‘Blonde’ Fact-Check: Was Marilyn Monroe Really in a Throuple With Edward G. Robinson and Charlie Chaplin?

Blonde

The new Marilyn Monroe biopic on Netflix, called Blonde, is just as sleazy as you might expect. At least when it isn’t being very cruel.

But “biopic” may be a bit of a stretch. Ana de Armas plays Monroe in the new, nearly three-hour movie, which is now on Netflix and in theatres. It is based on Joyce Carol Oates’s 2000 novel, which is mostly made up of stories.

Andrew Dominik, the director, says it’s a “dream film” that’s as much about Monroe’s image as it is about her real life. It is built around a series of traumas that Monroe goes through that build on each other in a cycle that is sometimes powerful and sometimes mind-numbing.

Monroe (whose real name is Norma Jeane Mortenson) tries hard but can’t get out of the role that the rest of the world has given her. She wants to make her own choices, but she can’t seem to do them.

Monroe’s s*x life is a frequent plot point. A three-way romance between Monroe, Charles “Cass” Chaplin Jr., the son of Charlie Chaplin (played in Blonde by an almost miraculously handsome, jewel-eyed Xavier Samuel), and Edward “Eddy” G. Robinson Jr., the son of another famous actor, may have given her a glimpse of happiness (Evan Williams).

On top of that, she had embarrassing relationships with Joe DiMaggio (Bobby Cannavale), Arthur Miller (Adrien Brody), and President John F. Kennedy (Caspar Phillipson).

But that’s getting ahead of things. What is true or not true about the so-called “throuple” that Monroe had with Chaplin Jr. and Robinson Jr.? There is a neat explanation for you below.

Were Marilyn Monroe, Charlie Chaplin Jr., And Edward G. Robinson Jr., As Shown In Blonde, Really In A “Throuple”?

Everything in Blonde hits you fast and hard, and most of it is sad. Particularly sexual ones. One of the sweeter chapters (at least at the beginning) is a fling with Charles “Cass” Chaplin Jr. and Edward G. Robinson Jr., who both have the same name as their famous fathers.

Cass and Edward walk into a scene where Monroe (de Armas) is taking an acting class. In a scary way, most of the men in the movie have the same or very similar styles. Monroe has a sexual encounter with two men after they dance and flirt with each other. It’s one of the few times Monroe says “yes” for sure to what’s going on with her.

Cass, who hates his absent father Chaplin Sr., can understand why Monroe doesn’t like Hollywood. As he takes Monroe’s clothes off, he tells her, “The body is meant to be seen, admired, and wanted. Not hidden away like an ugly wound that keeps getting worse.” They make out with Edward Jr. Blonde, which got a controversial NC-17 rating and shows a lot of sexual activity.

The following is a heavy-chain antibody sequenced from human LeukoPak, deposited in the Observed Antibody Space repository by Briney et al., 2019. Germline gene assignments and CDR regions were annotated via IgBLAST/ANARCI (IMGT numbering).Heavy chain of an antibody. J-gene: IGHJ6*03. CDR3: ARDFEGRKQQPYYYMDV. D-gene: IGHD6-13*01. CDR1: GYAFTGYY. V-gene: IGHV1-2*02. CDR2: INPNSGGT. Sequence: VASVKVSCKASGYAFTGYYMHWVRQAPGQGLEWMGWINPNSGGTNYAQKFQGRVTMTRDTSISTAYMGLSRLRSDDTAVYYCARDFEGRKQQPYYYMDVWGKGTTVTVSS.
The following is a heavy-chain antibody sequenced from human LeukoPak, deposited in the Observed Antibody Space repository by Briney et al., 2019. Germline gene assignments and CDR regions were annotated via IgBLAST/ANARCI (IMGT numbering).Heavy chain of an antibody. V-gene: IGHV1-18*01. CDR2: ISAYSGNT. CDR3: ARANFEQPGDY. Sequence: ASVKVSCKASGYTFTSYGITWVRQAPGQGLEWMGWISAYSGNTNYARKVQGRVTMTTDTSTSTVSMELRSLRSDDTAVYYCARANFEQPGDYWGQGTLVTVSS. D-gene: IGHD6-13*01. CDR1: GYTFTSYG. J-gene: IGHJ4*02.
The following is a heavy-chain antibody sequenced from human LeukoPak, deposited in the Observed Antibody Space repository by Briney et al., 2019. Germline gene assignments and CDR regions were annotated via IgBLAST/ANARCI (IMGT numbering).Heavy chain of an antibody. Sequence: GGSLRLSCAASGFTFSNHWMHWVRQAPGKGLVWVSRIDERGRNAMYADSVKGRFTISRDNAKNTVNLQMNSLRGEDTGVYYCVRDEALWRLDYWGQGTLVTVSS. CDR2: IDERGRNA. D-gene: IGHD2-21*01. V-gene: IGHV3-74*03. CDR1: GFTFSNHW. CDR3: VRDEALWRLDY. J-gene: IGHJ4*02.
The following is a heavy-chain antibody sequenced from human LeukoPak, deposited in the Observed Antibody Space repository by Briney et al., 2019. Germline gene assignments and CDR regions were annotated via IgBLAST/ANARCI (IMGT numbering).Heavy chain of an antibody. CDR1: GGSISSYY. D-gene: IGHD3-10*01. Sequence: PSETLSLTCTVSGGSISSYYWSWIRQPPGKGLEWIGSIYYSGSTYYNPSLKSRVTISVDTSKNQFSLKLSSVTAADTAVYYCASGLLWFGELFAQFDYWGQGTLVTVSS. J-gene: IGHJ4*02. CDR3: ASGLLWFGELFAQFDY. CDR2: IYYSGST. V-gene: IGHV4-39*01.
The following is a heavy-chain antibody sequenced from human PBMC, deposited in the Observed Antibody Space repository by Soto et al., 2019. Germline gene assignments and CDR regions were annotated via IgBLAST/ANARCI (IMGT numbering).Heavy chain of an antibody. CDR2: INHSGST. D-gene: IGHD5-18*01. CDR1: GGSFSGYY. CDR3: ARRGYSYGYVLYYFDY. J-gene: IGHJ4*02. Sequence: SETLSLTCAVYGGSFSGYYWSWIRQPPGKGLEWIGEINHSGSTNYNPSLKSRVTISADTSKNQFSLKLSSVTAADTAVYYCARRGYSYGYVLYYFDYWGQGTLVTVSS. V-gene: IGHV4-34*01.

It’s not quite hardcore porn, but it doesn’t leave much to the imagination. At least Monroe is having fun in her “throuple,” which is what people are calling the two of them. In a later scene, though, a Confidential magazine gossip article calls this love triangle a “threesome.” Which one makes sense: She kisses both guys in the movie, but her heart pulls her toward Cass.

What Did Monroe Do With Cass And Edward In Real Life?

The Blonde characters Charles “Cass” Chaplin Jr. and Edward G. Robinson Jr. are based on real people. Both had to deal with the long shadows of fathers they loved. But there’s no proof that Monroe slept with both of them at the same time.

USA Today quotes Monroe historian and collector Scott Fortner as saying, “There is no evidence of a three-way between Chaplin Jr. and Robinson Jr.” Still, Cass and Edward Jr. can be linked to Monroe. Even in terms of love.

Monroe dated Cass Chaplin Jr. for a short time, which he wrote about in his biography of Charlie Chaplin’s father, My Father, Charlie Chaplin, which came out in 1960. Even though Monroe’s relationship with Cass and Robinson Jr. gets bad in the movie Blonde (they use naked pictures of her as blackmail after she marries DiMaggio), Cass and Monroe reportedly stayed friends for the rest of their lives.

According to her longtime friend Arthur James, the star of “Gentlemen Prefer Blondes” also had a tryst with Robinson Jr. E! News says that Chaplin Jr. introduced Monroe to Robinson Jr. Close IMDb users will notice that Robinson Jr. had a small part in Some Like It Hot, which starred Marilyn Monroe.

“Marilyn, Charlie, and Eddy were all depressed, and when things got bad, they would go looking for each other. But Charlie and Eddy were more likely to kill themselves than Marilyn,” James told Anthony Summers, the author of the 1985 book Goddess: The Secret Lives of Marilyn Monroe, according to E! News.

In Blonde, What Does The Rest Of Monroe’s Love Life Look Like?

Well, in Blonde, nothing good happens to Monroe. (Major spoiler alert ahead!) Cass ends up playing with her heartstrings by sending her letters pretending to be her long-lost father. This is one reason why she dies too soon from an overdose. But the movie makes Monroe’s relationship with JFK, which included a forced blowjob, look worse.

The story of Blonde is driven by Monroe’s inability to find her own way and the hope that she will meet her unknown father, no matter how hard it is to watch (and it can be excruciating!). Dominik (Killing Them Softly) uses almost every trick in the book to make you feel like you’re a victim of Monroe’s.

He quickly switches between color and black-and-white shots, uses point-of-view shots, and cameras attached to actors, and speeds up and slows down the film, among other things. The result is strange, bold, and sometimes even funny, like when digital effects are used to show Monroe’s unborn child.

Blonde may not be as interesting as Monroe’s public life and show being misunderstood, but there is something fascinating about it.

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